“N” is for Nose!

In the second of my three articles on Ear Nose and Throat (ENT) issues affecting children, I will tackle ‘N’… which stands for Nose! GPs see many issues affecting the nasal passages, ranging from snuffly babies, to allergic rhinitis, to sinusitis. These are pretty common, can have serious consequences if not dealt with, but are fortunately, generally easy to treat!

The nasal passages are very technical tubes! Their function is to warm, moisten and filter the air that we breath. They are also designed to be the first point of detection of infections, and can mount a response directly to an attack! A lot of issues are more common in children as their tubes are smaller than an adults and their adenoids and tonsils are relatively larger.

One example of this is ‘the snuffles’, which is common in babies. If the baby is otherwise well, happy and feeding, no treatment is needed. It’s common for normal mucus to just sit in their noses, as they have not yet learnt to sniff, or blow it out! Having a nasal discharge (clear or coloured) doesn’t always mean an infection, and we like to keep an eye on other measures of wellbeing, for instance, their interest and ability to feed, the presence of a fever and if they are content and engaging or miserable and crying.

If the baby is starting to get more snuffly during feeds, there are some simple measures that may help. A bowl of water in the baby’s room will raise the humidity of the air and help loosen thick mucus. If your baby has a blocked nose when a feed is due, saline drops can help. Care is needed with these, as if they are used too much, the skin can become irritated. Nasal aspirators help to suck mucus from your baby’s nose, some parents love them, and the research available suggest they do no harm.

If an infection does try and enter our nasal passages, hopefully the adenoids will leap into action! Adenoids are lymph nodes that sit behind the nose, they are like the lymph nodes under our arms and in our neck. Their job is as a first line of defence and can become enlarged when we are fighting infections. If this happens, they can cause mouth breathing, a nasal quality to the voice, yellow or green mucus, snoring and obstructive sleep apnoea. Adenoids grow most rapidly between 2 and 7 years old. If they grow too large, or are inflamed, they can contribute to recurrent ear infections, glue ear, hearing and speech issues (see my recent article on ears!), sinus infections, snoring or sleep apnoea (you’ll have to wait for my next article to read more about this!).

Adenoids and the nasal passages can also become enlarged due to allergies to inhaled particles, for example pollen, perfumes, house dust mite and fur (this is also called allergic rhinitis). If we can identify the cause of this, we can try and reduce the child’s exposure to it. Treatments can include antihistamines and steroid nasal sprays, sometimes it take a little persistence to work out the treatment that is best for your child. If these fail, adenoids can be removed surgically.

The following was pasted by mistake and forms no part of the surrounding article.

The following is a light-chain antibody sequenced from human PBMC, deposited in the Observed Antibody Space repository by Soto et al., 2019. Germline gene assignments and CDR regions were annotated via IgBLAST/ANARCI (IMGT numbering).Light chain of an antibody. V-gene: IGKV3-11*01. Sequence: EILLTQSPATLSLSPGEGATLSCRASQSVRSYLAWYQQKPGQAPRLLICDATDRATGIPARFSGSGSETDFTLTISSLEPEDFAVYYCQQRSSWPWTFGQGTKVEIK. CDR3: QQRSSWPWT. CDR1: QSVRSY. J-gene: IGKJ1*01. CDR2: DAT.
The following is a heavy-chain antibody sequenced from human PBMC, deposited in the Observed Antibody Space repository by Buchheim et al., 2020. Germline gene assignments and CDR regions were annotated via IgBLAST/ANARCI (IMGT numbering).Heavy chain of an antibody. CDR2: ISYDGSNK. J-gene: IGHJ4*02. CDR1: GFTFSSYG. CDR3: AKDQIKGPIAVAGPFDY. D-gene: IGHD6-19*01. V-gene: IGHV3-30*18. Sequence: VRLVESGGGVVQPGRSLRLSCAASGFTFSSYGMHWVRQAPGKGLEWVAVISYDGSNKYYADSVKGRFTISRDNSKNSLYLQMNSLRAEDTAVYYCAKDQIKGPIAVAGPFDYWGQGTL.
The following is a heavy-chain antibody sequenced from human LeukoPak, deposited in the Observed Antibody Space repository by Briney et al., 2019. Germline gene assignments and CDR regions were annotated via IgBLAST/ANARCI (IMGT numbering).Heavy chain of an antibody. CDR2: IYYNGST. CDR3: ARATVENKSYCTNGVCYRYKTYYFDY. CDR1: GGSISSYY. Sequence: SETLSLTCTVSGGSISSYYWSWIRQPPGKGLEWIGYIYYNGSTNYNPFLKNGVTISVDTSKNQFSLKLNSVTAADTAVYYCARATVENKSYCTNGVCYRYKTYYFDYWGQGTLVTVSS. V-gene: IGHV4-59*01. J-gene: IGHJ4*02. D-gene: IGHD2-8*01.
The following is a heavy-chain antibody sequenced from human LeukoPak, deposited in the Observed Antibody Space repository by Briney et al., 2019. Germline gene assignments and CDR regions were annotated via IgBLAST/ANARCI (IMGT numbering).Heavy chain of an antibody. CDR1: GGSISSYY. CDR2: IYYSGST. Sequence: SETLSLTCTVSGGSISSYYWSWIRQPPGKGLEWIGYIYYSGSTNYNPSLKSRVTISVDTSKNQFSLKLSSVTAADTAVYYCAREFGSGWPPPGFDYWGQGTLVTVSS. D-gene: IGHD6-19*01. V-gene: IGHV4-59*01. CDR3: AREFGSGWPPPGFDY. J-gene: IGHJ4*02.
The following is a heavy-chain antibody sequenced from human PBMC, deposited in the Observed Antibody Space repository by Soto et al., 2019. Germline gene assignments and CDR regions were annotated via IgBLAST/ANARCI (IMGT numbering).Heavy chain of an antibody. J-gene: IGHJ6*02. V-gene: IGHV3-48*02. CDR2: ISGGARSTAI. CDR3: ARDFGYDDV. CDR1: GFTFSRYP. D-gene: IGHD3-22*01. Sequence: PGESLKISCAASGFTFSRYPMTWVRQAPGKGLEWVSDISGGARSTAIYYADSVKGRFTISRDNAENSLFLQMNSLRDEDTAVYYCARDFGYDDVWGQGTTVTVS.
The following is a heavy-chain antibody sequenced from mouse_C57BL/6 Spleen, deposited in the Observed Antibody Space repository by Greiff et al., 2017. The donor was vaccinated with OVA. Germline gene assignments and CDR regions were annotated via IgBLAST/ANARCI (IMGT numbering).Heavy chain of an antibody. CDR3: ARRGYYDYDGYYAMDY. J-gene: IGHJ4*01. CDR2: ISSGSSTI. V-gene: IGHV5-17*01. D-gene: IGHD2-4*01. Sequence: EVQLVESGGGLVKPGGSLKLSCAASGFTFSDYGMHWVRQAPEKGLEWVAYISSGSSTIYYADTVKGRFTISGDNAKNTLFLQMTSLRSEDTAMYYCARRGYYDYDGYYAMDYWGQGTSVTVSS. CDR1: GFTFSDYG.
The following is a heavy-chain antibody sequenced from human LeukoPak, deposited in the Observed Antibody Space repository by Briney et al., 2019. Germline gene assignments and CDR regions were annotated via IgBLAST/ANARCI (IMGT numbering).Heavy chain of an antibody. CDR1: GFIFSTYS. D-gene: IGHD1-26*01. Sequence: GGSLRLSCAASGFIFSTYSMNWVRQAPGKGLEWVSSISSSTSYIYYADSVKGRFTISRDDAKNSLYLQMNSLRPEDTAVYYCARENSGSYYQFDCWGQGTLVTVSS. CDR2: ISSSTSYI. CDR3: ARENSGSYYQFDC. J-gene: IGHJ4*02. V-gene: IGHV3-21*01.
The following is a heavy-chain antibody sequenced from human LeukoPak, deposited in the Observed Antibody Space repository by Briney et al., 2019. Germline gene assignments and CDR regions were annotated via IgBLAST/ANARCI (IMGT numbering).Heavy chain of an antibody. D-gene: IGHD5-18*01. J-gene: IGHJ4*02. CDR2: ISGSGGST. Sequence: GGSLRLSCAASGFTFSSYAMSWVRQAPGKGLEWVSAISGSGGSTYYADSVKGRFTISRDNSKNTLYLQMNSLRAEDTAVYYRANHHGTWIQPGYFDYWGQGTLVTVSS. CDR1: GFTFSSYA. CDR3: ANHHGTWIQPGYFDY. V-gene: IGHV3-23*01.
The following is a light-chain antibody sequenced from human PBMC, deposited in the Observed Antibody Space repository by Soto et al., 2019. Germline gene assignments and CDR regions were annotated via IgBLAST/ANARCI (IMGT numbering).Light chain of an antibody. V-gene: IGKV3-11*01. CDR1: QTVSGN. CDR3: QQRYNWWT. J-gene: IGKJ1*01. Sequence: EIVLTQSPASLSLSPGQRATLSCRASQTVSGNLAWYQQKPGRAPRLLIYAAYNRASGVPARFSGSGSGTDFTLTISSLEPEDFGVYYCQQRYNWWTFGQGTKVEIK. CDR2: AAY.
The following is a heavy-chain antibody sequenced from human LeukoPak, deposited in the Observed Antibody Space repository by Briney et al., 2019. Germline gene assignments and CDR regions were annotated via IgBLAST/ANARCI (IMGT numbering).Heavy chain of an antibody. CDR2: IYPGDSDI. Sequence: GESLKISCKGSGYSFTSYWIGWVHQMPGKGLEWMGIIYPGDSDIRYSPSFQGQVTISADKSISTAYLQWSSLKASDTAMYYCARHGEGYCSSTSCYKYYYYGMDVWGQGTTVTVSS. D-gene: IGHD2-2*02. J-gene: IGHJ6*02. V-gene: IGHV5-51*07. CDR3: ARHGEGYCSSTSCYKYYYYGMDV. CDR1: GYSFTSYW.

If a child develops sinusitis, this means that one of the hollow cavities in the skull has become inflamed and possibly infected. There are four pairs of sinuses in the face, and they are lined with the same membrane that is found inside the mouth and nose. Their main function is to warm and moisten and filter air. An infection in the sinuses commonly happens after a cold, or an allergic episode (for example during hayfever season, or after spring cleaning!)

Sinusitis causes a stuffy/runny nose, it can cause bad breath, ear pain, dental pain or facial tenderness, among other symptoms. If your child has had a cold that has lasted for more than 7-10 days, or a cold getting worse after 7 days, or allergy symptoms that aren’t getting better with their usual treatment, these could all be signs they should see a doctor.


– The nasal passages are sensitive, complicated and very important

– A lot of symptoms will settle with no intervention

– Adenoids are lymph nodes that sit at the back of the nose and may become enlarged in response to infection or allergies

– Enlarged adenoids can cause snoring, sinus infections, ear infections and glue ear

– If this causes recurrent episodes, an operation may be advised to remove them

– As ever, if you are worried your child is unwell, or not getting better, you must take them for review by a doctor

About the author

Dr Samantha Pethen
Dr Pethen arrived in Australia in 2008 having worked on the South Coast of the UK since 1996. She has been with this practice ever since.
She is passionate about the art of General Practice as a whole, but particularly enjoys paediatrics, adolescent medicine and chronic disease management.

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